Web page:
Systema Lessons from Edward Van Halen

Edward Van Halen, who rightfully earned the title of guitar virtuoso, died this week and garnered universal respect from the music world.

One of my fondest childhood memories was hanging out in my grandmother’s basement listening to 8-track tapes of bands like REO Speedwagon, Styx, and Van Halen’s eponymous debut album.

Whether or not you like rock music, or the guitar, there is no doubt that EVH was one of the greatest guitar players of all-time.

HIs song Jamie’s Cryin’ was sampled by rapper Tone Loc for his hit, Wild Thing, he played the guitar solo for Michael Jackson’s hit, Beat It,  and country music star Kenny Chesney call him the greatest guitarist who ever lived.

But what was behind his eminent reputation?


Single-minded obsession.

Single-minded obsession to be the best he could be.

Single-minded obsession to be the best he could be, given numerous limitations.

He was born to a musical family and, as a child, he started with piano lessons and trying out the drums before settling on the guitar.

Once he decided, he went for it.

His brother Alex said the he was always practicing, that Alex would leave the house and Edward would be playing his guitar and when he came home from the night out, Edward would still be in his room playing his guitar.

That’s obsession.

Systema Lessons

#1: Start Young

Nothing beats having the advantage of starting young and growing with your skills. When you start young you have the time to learn the “boring stuff”, the essential base skills and techniques that you will need to achieve mastery that people would rather skip.

If you can’t start young, then start at the youngest you’ll ever be again, Right Now (Van Halen hit song).

#2: You Have to Put Your Time In

Van Halen once said something to the effect of,”it’s not how many years you’ve been playing that matters, it’s how many hours you’ve practiced.”

Systema is based on natural movement, which some take to mean it’s automatic, like you get skill for just being born Russian, and that you don’t have to earn your skill through lots of training.

The natural fallacy is further reinforced by teachers, who have decades of experience, telling beginners how easy Systema is.

Everything is easy once you can do it and telling students who are just learning Systema how easy it is only frustrates and discourages students when they cannot perform as quickly and easily as a seasoned teacher who has many years of training time on them.

#3: Tinker

“I destroyed a lot of guitars trying to get them to do what I wanted, but I learned something from every guitar I tore apart, and discovered even more things.”  – EVH

Van Halen didn’t simply accept the available equipment and try to mold his skills around it, rather, he took everything apart and reconfigured his equipment to suit his needs, one result being his iconic “Frankenstrat” guitar.

He tells stories about not having the money for all the fancy equipment, which forced him to innovate, to figure out how he could get all the sounds he wanted out fo the sparse equipment he had access to, culminating in the biggest game-changing guitar solo of all time, Eruption.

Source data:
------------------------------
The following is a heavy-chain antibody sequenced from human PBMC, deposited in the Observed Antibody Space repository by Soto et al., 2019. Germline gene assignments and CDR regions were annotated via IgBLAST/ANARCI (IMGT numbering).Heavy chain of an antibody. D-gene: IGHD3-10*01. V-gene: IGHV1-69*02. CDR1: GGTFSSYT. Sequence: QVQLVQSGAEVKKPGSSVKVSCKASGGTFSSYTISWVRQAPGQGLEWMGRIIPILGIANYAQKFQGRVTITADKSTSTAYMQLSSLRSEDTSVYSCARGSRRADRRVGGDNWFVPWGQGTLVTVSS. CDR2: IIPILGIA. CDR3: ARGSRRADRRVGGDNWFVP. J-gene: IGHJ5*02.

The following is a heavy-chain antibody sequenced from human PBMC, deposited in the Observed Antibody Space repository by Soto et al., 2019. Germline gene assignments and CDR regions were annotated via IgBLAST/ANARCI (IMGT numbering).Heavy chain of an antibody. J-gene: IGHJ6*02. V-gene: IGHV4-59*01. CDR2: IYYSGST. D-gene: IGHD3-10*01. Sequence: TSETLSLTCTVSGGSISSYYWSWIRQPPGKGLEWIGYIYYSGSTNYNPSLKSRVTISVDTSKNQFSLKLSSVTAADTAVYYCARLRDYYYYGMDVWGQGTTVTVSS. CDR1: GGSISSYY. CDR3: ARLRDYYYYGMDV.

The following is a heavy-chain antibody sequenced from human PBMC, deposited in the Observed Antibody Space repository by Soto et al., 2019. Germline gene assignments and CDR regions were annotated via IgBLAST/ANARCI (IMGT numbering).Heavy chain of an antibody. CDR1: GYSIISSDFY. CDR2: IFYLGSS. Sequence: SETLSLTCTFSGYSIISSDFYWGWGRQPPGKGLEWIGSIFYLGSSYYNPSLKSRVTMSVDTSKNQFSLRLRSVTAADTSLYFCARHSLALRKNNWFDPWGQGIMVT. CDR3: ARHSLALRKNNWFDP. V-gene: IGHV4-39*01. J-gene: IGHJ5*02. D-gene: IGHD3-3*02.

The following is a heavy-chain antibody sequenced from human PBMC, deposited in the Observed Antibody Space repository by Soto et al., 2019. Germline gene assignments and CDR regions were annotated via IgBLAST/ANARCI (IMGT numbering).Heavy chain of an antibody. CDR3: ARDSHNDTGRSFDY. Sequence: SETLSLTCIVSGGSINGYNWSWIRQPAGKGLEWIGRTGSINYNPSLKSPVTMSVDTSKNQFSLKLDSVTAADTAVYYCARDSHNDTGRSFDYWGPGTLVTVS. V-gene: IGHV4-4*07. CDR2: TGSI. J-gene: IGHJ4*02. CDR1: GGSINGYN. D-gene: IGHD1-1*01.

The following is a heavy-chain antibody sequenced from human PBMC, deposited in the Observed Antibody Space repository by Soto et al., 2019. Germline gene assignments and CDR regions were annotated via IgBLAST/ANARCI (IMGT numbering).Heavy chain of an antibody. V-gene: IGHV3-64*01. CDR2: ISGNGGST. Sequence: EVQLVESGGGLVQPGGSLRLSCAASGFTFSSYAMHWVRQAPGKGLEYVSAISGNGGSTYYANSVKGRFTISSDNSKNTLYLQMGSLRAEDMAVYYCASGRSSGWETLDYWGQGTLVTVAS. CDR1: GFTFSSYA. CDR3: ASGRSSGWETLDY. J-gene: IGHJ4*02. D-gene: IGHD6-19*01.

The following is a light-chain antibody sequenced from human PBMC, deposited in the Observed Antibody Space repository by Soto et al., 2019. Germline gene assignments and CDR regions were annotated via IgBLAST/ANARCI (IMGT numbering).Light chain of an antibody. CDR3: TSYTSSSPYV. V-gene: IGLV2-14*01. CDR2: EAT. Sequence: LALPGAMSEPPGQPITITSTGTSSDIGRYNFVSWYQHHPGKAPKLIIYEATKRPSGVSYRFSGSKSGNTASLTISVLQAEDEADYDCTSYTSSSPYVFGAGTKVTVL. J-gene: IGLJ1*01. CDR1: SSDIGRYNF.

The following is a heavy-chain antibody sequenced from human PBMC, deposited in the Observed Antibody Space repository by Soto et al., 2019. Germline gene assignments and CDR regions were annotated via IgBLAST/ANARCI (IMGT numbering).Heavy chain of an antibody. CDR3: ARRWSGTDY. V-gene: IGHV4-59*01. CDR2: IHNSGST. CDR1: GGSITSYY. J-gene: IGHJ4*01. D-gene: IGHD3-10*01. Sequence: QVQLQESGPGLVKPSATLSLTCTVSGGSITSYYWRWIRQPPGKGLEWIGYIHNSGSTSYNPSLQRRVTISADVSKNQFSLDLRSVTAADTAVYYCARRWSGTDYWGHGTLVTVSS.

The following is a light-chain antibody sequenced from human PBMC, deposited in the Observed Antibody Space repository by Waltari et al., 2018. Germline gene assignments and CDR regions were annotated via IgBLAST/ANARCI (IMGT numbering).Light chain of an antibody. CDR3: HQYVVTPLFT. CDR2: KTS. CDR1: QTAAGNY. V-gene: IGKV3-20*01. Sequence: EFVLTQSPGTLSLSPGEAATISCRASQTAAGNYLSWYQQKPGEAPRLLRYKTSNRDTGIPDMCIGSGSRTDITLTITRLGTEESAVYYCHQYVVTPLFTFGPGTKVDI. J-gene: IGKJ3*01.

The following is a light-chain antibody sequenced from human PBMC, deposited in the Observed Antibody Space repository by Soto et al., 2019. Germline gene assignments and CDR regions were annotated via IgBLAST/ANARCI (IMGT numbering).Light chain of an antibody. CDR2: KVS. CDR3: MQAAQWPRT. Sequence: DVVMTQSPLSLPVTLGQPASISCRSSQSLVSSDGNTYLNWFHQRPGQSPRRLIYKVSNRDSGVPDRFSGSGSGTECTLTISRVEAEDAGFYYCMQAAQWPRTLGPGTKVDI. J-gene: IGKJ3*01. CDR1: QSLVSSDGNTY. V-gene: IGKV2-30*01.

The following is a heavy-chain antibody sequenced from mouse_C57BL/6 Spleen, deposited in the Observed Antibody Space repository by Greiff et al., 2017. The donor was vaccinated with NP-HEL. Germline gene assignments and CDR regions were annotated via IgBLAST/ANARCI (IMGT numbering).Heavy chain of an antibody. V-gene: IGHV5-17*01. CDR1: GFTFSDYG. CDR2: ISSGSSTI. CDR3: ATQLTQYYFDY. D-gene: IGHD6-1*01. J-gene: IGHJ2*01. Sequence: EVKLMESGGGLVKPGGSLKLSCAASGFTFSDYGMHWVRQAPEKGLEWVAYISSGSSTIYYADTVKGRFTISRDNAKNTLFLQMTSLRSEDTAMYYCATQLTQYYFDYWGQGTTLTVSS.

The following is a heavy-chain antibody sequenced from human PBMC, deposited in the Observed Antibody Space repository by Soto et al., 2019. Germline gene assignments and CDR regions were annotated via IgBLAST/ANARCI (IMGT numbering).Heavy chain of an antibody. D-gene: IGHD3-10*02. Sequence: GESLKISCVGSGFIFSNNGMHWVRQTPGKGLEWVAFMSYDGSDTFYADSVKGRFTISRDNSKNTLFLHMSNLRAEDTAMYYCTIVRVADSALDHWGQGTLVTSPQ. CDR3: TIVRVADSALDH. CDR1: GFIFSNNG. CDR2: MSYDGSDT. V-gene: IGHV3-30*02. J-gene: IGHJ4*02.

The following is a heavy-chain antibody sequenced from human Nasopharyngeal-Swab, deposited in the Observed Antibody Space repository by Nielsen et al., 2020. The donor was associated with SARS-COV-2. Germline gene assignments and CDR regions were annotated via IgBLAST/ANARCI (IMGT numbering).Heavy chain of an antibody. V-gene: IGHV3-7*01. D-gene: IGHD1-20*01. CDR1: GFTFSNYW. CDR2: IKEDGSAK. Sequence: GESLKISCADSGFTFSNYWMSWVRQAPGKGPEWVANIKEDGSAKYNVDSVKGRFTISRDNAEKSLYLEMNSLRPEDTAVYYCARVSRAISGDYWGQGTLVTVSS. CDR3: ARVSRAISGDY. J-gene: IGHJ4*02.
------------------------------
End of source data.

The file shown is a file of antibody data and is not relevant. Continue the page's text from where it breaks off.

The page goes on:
Systema is a creative, generative martial art, not a memorized art, which goes a long way toward keeping students from just copying their teacher but there is still a danger, the danger of only practicing what you’re already good at.

You need to constantly push yourself out of your comfort zone to see what more you can do, and you will always see more you can learn and do.

Pick skills and topics you suck at and make them better and don’t worry about looking less-than-lethal, eventually you will be lethal.

#4: Make It Your Own

Singer David Lee Roth loved playing show tunes and cover songs, even though he had a guitar virtuoso who could write songs that were just as memorable.

That helped open up a creative rift that would lead to Roth’s departure.

Van Halen made this great point about the situation, “I’d rather bomb playing my own songs than be successful playing someone else’s music.”

You must make Systema your own, we all must.

Yes, at first you will copy your teachers, but only at first, to learn the basics and understand the big principles.

As you continue to train, you must do all you can to internalize the art and make it personal to yourself, to develop your own style or you will be a slave to another’s system.

You have to engage with the principles and shape them into something all your own, you need to make your own training drills to shore up your weaknesses, improve your strengths and develop a style that perfectly suits your body and brain.

Who wants to be known as the world’s greatest cover band?

“You’ve only got 12 notes and however you mix them up is your thing.” — EVH

#5: Do It Because you Love it, Not for the Adulation

Van Halen railed against being a Rock Star, referring to himself as a musician,”when kids ask me how it feels to be a rock star, I say leave me alone, I’m not a rock star. I’m not in it for the fame, I’m in it because I like to play.”

You have to love the Doing of Systema for its own sake and not get caught up in the martial arts master ego trip; even in the absence of a belt hierarchy the human ego still rears its head.

You have to devote yourself to the art, and to artistry, not for the fawning applause if you really want to excel.

“Like I’ve always said, if you like what you’re doing, you’re halfway there; if someone else likes it, that’s even better. If they don’t like it, at least you like it. Not to be selfish, but you kind of have to be.” –– EVH

Or, in the words of old Zen masters,”seek not to follow the masters, seek what they sought.”

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